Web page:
Amgen has announced that the US Food and Drug Administration (FDA) has granted priority review for Amgen's supplemental Biologics License Application (sBLA) for Repatha (evolocumab), a PCSK9 inhibitor. If approved by the FDA, the US Prescribing Information for Repatha will be updated to include risk reduction of major cardiovascular events based on data from the large cardiovascular outcomes study (FOURIER). The FDA has set a Prescription Drug User Fee Act (PDUFA) action date of Dec. 2, 2017.
"The FDA's decision to grant priority review for the Repatha cardiovascular outcomes data highlights the urgency to address the need to reduce heart attacks and strokes in high-risk patients who struggle to lower their LDL cholesterol," said Sean E. Harper, M.D., executive vice president of Research and Development at Amgen. "We look forward to working with the FDA to update the label for Repatha enabling us to more broadly educate physicians and patients of the proven impact of Repatha to reduce cardiovascular events."
Priority review is assigned to applications for drugs that treat serious conditions and would, if approved, provide significant improvements in the safety or effectiveness of the treatment, diagnosis or prevention of serious conditions.
A second application seeking to expand the lipid-lowering indication to include additional patient populations studied was also accepted by the FDA.
The 27,564-patient Repatha cardiovascular outcomes study (FOURIER) demonstrated that adding Repatha to optimized statin therapy resulted in a statistically significant 20 percent (p<0.001) reduction in hard major adverse cardiovascular events (MACE) represented in the composite (secondary) endpoint of time to first heart attack, stroke or cardiovascular death. The study found a statistically significant 15 percent reduction (p<0.001) in the risk of the extended MACE composite (primary) endpoint, which included hospitalization for unstable angina, coronary revascularization, heart attack, stroke or cardiovascular death.
The magnitude of risk reduction in both the primary and secondary composite endpoints grew over time, with the robust benefit starting as early as six months and accruing through the median 2.2 years of the study. For the secondary composite endpoint, an exploratory analysis showed a reduction in risk of 16 percent in the first year and 25 percent beyond the first year.
Patients on Repatha experienced a reduction in the risk of heart attack (27 percent, nominal p<0.001), stroke (21 percent, nominal p=0.01) and coronary revascularization (22 percent, nominal p<0.001). Consistent with recent trials of more intensive LDL lowering, there was no observed effect on cardiovascular mortality.1-5 Similarly, there was no observed effect on hospitalization for unstable angina.
No new safety concerns were identified in this large clinical trial with roughly 60,000 patient-years of follow-up; this included the assessment of patients who achieved very low levels of LDL-C. In particular, there were no notable differences seen between treatment arms in the overall rate of adverse events, serious adverse events or adverse events leading to study drug discontinuation. These results were presented during a Late-Breaking Clinical Trials Session at the American College of Cardiology 66th Annual Scientific Session (ACC.17) and simultaneously published in the New England Journal of Medicine.6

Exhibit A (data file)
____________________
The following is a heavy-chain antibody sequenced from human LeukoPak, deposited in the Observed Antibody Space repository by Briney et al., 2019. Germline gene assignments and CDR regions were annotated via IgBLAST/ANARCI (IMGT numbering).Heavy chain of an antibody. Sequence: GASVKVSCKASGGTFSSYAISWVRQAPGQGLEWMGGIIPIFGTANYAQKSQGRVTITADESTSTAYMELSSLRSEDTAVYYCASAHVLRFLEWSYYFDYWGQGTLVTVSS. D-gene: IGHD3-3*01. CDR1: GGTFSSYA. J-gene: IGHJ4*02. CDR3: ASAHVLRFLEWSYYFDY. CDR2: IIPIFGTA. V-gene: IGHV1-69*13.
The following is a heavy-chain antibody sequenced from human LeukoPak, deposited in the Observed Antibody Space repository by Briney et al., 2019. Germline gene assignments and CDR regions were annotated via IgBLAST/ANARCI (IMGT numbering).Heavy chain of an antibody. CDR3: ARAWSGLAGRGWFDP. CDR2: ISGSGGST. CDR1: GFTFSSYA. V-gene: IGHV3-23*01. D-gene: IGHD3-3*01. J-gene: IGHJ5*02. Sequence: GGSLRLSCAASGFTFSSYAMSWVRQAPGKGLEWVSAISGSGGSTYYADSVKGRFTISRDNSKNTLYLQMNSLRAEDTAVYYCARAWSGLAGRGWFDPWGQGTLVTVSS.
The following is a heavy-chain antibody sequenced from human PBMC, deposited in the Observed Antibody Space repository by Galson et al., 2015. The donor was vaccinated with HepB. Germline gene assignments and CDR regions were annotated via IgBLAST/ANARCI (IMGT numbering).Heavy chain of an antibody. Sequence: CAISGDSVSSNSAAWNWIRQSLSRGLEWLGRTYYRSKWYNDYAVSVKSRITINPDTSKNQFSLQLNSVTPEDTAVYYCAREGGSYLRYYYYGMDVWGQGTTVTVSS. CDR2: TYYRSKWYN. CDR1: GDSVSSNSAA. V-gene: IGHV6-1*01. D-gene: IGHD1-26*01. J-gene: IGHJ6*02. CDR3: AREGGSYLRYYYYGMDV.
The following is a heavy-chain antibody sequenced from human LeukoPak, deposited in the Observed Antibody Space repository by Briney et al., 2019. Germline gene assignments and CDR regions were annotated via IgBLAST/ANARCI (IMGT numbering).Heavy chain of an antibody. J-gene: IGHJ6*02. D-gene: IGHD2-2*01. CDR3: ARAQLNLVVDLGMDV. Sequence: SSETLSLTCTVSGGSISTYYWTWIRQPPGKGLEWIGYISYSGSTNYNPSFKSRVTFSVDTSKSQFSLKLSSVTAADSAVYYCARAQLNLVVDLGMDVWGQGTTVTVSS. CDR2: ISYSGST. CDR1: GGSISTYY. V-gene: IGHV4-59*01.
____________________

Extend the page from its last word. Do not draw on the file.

The 27,564-patient Repatha cardiovascular outcomes study, FOURIER (Further Cardiovascular OUtcomes Research with PCSK9 Inhibition in Subjects with Elevated Risk), was a multinational Phase 3 randomized, double-blind, placebo-controlled trial, designed to evaluate whether treatment with Repatha in combination with statin therapy compared to placebo plus statin therapy reduces cardiovascular events. The primary endpoint was time to cardiovascular death, myocardial infarction, stroke, hospitalization for unstable angina, or coronary revascularization. The key secondary endpoint was the time to cardiovascular death, myocardial infarction or stroke.
Eligible patients with high cholesterol (LDL-C =70 mg/dL or non-high-density lipoprotein cholesterol [non-HDL-C] =100 mg/dL) and clinically evident atherosclerotic cardiovascular disease at more than 1,200 study locations around the world were randomized to receive Repatha subcutaneous 140 mg every two weeks or 420 mg monthly plus optimized statin dose; or placebo subcutaneous every two weeks or monthly plus optimized statin dose. Optimized statin therapy was defined as at least atorvastatin 20 mg or equivalent daily with a recommendation for at least atorvastatin 40 mg or equivalent daily where approved. The study was event driven and continued until 1,630 patients experienced a key secondary endpoint.
Repatha (evolocumab) is a human monoclonal antibody that inhibits proprotein convertase subtilisin/kexin type 9 (PCSK9). Repatha binds to PCSK9 and inhibits circulating PCSK9 from binding to the low-density lipoprotein (LDL) receptor (LDLR), preventing PCSK9-mediated LDLR degradation and permitting LDLR to recycle back to the liver cell surface. By inhibiting the binding of PCSK9 to LDLR, Repatha increases the number of LDLRs available to clear LDL from the blood, thereby lowering LDL-C levels.
Repatha is approved in more than 50 countries, including the US, Japan, Canada and in all 28 countries that are members of the European Union. Applications in other countries are pending.